Lessons for Government from latest creative industries report

Latest Government figures paint a powerful picture of the UK’s creative industries, which in 2012 out-performed all other sectors of the economy. They are now worth £71.4 billion a year and employ 1.68 million people – 5.6% of the workforce. The full report from the Department of Culture, Media and Sport is well worth a read and can be seen online here.

Even these compelling figures don’t represent the full economic clout of the UK’s creative and cultural sector – the benefit all industries gain from our international reputation as a creative powerhouse, or the cultural diplomacy that supports vital trade negotiations (witness the use of the National Theatre’s War Horse during the recent UK trade delegation to China).

The power of cultural diplomacy - War Horse in China (Image: Press Association)

The power of cultural diplomacy – War Horse in China (Image: Press Association)

So I have two messages for Government about the future of the creative industries.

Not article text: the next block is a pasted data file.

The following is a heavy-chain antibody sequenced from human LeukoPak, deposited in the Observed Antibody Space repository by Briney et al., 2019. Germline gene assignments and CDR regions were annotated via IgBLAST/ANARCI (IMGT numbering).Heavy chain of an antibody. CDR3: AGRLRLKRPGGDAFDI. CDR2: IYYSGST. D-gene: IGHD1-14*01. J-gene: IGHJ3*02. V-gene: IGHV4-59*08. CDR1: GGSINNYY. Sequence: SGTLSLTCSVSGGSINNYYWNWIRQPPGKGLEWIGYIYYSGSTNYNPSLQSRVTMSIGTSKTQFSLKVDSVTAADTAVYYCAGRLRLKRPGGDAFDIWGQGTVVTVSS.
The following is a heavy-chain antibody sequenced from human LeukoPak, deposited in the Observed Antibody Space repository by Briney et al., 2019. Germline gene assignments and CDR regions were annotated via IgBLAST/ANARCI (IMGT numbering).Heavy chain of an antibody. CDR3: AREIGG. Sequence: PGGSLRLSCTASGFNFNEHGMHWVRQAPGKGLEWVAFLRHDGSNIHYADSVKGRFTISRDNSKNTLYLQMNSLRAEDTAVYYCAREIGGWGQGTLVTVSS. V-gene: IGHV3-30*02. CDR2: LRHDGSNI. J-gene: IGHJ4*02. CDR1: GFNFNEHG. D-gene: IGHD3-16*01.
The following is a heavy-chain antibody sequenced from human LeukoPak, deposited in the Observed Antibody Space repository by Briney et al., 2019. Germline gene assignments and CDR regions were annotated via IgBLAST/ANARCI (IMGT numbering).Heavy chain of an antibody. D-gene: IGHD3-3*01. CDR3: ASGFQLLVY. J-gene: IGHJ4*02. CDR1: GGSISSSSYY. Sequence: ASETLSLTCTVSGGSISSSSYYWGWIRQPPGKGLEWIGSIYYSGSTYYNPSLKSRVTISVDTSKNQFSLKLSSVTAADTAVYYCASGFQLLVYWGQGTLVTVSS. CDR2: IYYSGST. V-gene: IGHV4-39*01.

Firstly – creativity is not an innate trait that people simply have; it’s something that can and needs to be taught, nurtured and built up throughout the education system. Creative subjects must be guaranteed a place in school curricula, specialist arts schools and colleges must be funded properly, and students of arts and design must be viewed as no less central to the UK’s economic future, and therefore worthy of support, than those studying the sciences.

My second message is that a small amount of cultural investment reaps huge rewards. Arts and culture make up less than 0.1% of public spending. These new figures show that the creative sector accounts for over 5% of the economy – an outstanding return on investment. Funding for the cultural sector should be viewed as seed-funding rather than subsidy. This is a vital message when funding for DCMS was cut by 7% last year and when the Chancellor has announced that he expects to make a further £25 billion worth of cuts to the public sector following the 2015 election.

These are my initial thoughts on seeing this latest report, but I know UAL staff are the real experts in working in the creative sector and preparing students to do the same. Please share your thoughts here on we should do to maintain the health of our creative economy and what our messages to policymakers should be.

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